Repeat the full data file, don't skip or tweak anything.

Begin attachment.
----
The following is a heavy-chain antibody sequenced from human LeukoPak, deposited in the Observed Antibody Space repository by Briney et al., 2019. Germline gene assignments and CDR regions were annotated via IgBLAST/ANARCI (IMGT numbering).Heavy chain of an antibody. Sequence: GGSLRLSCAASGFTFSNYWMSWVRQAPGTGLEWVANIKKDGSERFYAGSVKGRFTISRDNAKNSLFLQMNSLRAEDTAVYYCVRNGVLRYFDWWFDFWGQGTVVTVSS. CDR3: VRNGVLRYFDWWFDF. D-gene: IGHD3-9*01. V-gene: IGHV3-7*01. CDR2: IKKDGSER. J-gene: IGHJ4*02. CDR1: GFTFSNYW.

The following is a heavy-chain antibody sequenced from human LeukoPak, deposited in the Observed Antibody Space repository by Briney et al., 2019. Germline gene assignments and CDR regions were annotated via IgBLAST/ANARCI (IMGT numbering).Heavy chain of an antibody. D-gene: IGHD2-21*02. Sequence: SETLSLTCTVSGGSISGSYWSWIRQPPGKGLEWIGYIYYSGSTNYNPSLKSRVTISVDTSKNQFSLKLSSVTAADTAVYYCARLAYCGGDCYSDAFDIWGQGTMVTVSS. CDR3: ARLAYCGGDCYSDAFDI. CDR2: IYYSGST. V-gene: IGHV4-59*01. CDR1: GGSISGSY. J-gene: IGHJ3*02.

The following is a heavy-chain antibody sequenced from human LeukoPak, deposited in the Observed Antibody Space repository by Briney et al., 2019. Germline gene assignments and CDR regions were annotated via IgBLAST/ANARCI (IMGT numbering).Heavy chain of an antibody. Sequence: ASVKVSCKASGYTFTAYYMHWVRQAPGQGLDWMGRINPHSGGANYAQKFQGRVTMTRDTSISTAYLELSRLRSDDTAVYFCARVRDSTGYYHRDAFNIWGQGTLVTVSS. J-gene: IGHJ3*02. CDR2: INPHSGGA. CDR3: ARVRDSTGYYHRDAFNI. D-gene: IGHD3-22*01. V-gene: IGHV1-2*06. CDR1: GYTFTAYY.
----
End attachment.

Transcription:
The following is a heavy-chain antibody sequenced from human LeukoPak, deposited in the Observed Antibody Space repository by Briney et al., 2019. Germline gene assignments and CDR regions were annotated via IgBLAST/ANARCI (IMGT numbering).Heavy chain of an antibody. Sequence: GGSLRLSCAASGFTFSNYWMSWVRQAPGTGLEWVANIKKDGSERFYAGSVKGRFTISRDNAKNSLFLQMNSLRAEDTAVYYCVRNGVLRYFDWWFDFWGQGTVVTVSS. CDR3: VRNGVLRYFDWWFDF. D-gene: IGHD3-9*01. V-gene: IGHV3-7*01. CDR2: IKKDGSER. J-gene: IGHJ4*02. CDR1: GFTFSNYW.

The following is a heavy-chain antibody sequenced from human LeukoPak, deposited in the Observed Antibody Space repository by Briney et al., 2019. Germline gene assignments and CDR regions were annotated via IgBLAST/ANARCI (IMGT numbering).Heavy chain of an antibody. D-gene: IGHD2-21*02. Sequence: SETLSLTCTVSGGSISGSYWSWIRQPPGKGLEWIGYIYYSGSTNYNPSLKSRVTISVDTSKNQFSLKLSSVTAADTAVYYCARLAYCGGDCYSDAFDIWGQGTMVTVSS. CDR3: ARLAYCGGDCYSDAFDI. CDR2: IYYSGST. V-gene: IGHV4-59*01. CDR1: GGSISGSY. J-gene: IGHJ3*02.

The following is a heavy-chain antibody sequenced from human LeukoPak, deposited in the Observed Antibody Space repository by Briney et al., 2019. Germline gene assignments and CDR regions were annotated via IgBLAST/ANARCI (IMGT numbering).Heavy chain of an antibody. Sequence: ASVKVSCKASGYTFTAYYMHWVRQAPGQGLDWMGRINPHSGGANYAQKFQGRVTMTRDTSISTAYLELSRLRSDDTAVYFCARVRDSTGYYHRDAFNIWGQGTLVTVSS. J-gene: IGHJ3*02. CDR2: INPHSGGA. CDR3: ARVRDSTGYYHRDAFNI. D-gene: IGHD3-22*01. V-gene: IGHV1-2*06. CDR1: GYTFTAYY.